Many organizations we work with are very budget-driven. Many organizations do up front funding and budget management. This process feels good, as having a plan provides clarity and accountability. However, this type of process leads to very bad behavior because of a few huge, and often, bad assumptions:
- We know everything upfront. Reality: there is no such thing as perfect requirements, therefore, a plan/budget is an illusion of certainty.
- If we fund it we can find “Resources” to do the work. Reality: the bottleneck is not the money, it is capable people.
- The project will end. Reality: products live on and need constant care and feeding.
If we have an upfront budget plan, we spend our time managing to that plan over maximizing value. Managing to the plan only hopes to deliver the value we perceived at the beginning of the project and doesn’t take into account learning and adjustments we could (and should) make along the way. We also tend to spend the entire budget rather than making the best investment choices.
Investing In Value
Everything we build in technology should be considered an investment. What if instead of granting all the money up front, we give enough money to get started and have periodic reviews to make the case to get more money? Let’s take a look and see what changes in behavior that would encourage:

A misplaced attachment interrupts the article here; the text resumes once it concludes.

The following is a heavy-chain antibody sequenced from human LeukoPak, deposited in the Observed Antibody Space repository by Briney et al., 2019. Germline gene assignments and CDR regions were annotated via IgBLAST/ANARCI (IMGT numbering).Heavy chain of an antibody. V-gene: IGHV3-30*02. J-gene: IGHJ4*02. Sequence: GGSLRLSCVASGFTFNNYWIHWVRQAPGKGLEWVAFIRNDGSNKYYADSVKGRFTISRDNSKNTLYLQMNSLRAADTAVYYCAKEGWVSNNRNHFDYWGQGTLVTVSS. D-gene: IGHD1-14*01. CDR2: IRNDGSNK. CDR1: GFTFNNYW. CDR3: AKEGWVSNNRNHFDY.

- Instead of managing to the plan, the focus would shift to get value delivered as quickly as possible.
- This would accelerate validated learning with the market, which would lead to revisions to our remaining backlog.
- Early value should prove the business case for additional funding as well as offset the ongoing costs of the initiative.
- At the point that we have diminishing returns, it would encourage us to move on to the next highest priority initiative.
This won’t work if we are delivering the entire plan in one fell swoop. In order to accomplish this, we need to deliver small increments of value, deploying software frequently, and getting market feedback. We can then use the data to make the business case to receive additional funding for the next cycle.